Guelph steers residents toward low-maintenance lawns, gardens

Guelph's free Healthy Landscapes program is guiding residents to conserve water and promote lower yard maintenance by showing how to convert existing lawns and landscaping into self-sustaining gardens.

Healthy Landscapes program offers free consultation visits by the yard

Alison Maxwell, an adviser for Healthy Landscapes recommends adding something that will help retain moisture to your lawn or gardens. (Shauna Powers/CBC)

The recent dry weather has left a lot of people wondering how they can keep their lawn and gardens healthy.

The City of Guelph has made this process easier with its Healthy Landscapes program, offering free 45-minute consultation visits to people's homes to answer any questions or concerns people may have on their lawns or gardens and to suggest alternatives to traditional high-maintenance landscaping.

"Issues with people not being able to grow things is one thing that I get a lot," said Alison Maxwell, an advisor for Guelph's Healthy Landscapes.

She commonly visits new homeowners that aren't sure how to tend to the gardens they have inherited and also visits homeowners that would like to make space for a new garden but aren't sure how to do it.

"I have seen a difference in the amount of interest in gardens," Maxwell said. "A couple of years ago I was getting a lot more lawn questions...and now I see a lot of people converting more lawn space into gardens."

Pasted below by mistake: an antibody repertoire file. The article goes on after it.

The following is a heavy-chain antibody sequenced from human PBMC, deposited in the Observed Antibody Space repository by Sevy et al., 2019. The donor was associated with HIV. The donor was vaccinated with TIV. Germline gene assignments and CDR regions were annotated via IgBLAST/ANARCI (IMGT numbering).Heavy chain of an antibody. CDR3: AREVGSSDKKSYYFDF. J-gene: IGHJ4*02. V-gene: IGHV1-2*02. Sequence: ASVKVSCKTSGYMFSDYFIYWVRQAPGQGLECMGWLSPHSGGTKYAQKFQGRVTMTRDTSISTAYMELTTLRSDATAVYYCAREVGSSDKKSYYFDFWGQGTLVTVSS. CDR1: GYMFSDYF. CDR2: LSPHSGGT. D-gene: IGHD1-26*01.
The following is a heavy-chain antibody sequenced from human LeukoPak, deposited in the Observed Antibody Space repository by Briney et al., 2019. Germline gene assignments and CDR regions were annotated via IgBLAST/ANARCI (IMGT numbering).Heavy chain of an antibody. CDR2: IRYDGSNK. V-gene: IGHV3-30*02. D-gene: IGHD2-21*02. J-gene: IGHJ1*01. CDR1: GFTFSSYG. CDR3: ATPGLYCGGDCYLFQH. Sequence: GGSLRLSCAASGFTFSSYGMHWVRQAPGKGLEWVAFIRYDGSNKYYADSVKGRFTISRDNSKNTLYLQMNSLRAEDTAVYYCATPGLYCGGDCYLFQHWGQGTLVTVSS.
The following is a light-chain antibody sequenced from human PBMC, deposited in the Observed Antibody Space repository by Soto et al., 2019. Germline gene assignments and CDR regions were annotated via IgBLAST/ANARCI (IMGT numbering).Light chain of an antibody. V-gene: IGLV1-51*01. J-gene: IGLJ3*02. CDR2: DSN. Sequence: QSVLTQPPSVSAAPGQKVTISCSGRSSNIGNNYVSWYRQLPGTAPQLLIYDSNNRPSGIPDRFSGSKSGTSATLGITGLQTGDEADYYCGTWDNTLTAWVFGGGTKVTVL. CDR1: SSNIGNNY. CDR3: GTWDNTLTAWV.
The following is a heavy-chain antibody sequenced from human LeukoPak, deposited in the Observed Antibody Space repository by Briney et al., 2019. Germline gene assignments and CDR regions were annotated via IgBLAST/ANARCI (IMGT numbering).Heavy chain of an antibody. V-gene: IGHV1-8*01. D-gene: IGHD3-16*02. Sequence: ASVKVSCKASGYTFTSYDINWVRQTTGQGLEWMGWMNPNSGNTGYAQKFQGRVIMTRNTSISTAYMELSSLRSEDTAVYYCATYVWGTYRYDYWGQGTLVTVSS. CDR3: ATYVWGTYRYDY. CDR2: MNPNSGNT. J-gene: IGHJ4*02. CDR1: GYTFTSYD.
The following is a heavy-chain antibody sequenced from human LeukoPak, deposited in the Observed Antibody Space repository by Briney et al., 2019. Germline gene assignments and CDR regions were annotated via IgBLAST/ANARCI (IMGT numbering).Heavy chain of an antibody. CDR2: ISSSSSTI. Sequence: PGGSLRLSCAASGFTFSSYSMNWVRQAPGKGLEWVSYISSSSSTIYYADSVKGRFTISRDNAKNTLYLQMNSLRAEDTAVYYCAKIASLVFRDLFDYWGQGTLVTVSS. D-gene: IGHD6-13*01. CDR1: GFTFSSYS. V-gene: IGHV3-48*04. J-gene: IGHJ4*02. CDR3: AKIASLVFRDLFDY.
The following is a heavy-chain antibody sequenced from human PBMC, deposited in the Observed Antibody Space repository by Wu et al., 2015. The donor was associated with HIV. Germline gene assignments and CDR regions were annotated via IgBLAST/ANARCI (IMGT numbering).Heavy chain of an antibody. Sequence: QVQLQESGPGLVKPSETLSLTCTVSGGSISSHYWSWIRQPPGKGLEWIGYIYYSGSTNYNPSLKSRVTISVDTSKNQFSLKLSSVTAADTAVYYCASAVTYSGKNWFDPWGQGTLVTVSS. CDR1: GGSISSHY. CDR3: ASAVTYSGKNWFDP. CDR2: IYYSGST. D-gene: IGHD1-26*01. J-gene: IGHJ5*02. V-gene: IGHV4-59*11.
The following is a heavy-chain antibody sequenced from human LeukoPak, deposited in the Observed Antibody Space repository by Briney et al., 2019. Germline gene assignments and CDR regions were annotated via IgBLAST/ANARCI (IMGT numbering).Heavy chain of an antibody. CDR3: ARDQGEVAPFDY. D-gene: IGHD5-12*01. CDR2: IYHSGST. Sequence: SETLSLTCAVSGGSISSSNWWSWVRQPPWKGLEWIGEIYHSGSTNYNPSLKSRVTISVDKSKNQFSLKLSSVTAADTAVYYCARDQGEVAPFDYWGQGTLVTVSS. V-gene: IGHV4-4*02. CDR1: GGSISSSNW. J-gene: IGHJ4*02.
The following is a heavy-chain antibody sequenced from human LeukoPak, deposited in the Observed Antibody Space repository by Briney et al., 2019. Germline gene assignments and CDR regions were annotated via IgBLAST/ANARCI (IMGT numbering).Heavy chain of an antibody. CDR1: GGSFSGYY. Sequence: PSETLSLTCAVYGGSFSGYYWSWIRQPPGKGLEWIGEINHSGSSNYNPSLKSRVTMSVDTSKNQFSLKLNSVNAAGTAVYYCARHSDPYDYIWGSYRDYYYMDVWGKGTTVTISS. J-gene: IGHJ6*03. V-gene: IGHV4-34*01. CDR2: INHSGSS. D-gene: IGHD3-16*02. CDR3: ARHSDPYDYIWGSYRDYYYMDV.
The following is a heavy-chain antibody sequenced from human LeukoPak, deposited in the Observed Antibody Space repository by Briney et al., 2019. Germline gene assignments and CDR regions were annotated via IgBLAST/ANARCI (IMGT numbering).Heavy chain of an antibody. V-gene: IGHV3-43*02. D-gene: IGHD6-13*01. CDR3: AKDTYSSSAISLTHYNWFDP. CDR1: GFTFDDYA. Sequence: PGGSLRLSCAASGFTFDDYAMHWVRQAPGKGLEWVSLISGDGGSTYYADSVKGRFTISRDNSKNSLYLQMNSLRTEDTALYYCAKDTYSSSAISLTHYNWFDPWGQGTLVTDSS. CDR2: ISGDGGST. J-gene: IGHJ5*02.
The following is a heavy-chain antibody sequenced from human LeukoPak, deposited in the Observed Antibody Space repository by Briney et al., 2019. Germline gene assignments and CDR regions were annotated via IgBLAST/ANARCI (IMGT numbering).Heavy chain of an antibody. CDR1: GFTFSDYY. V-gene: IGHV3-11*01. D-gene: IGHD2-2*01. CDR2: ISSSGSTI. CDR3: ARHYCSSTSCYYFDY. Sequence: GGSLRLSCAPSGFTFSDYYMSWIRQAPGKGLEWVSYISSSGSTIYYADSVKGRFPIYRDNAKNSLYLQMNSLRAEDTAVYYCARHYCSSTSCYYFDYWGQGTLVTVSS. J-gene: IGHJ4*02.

Moisturize your lawn

Because it has been a dry summer, Maxwell recommends adding landscaping elements to a lawn or garden that will retain more moisture, such as: 

  • Top dressing with a centimetre of compost for your lawn. This will help the soil retain more moisture while providing "a fluffier soil for grass roots to grow."
  • Mulch for your garden. This will help add some protection to your plants while retaining moisture to help them grow.

Water conservation

"We are fortunate that we are on ground water," said Karen McKeown, an outdoor water efficiency technician for the City of Guelph. "We need to protect it, that's why we have a strong water conservation program."

That's partly why the Healthy Landscapes program emphasizes finding ways to conserve water.

Maxwell says conservation is all about choosing the right plants for the right place to reduce the amount of water needed. For example, planting drought-tolerant plants in exposed, sunny areas where soil can dry out more quickly.

Planning landscaping around the use of rainwater is also a conservation and sustainability measure, she said.

Water harvested in rain barrels and having "rain gardens" where runoff water is directed into the garden from the roof during rainstorms are other ways that can help reduce the need to use the municipal water supply for yard maintenance, she added.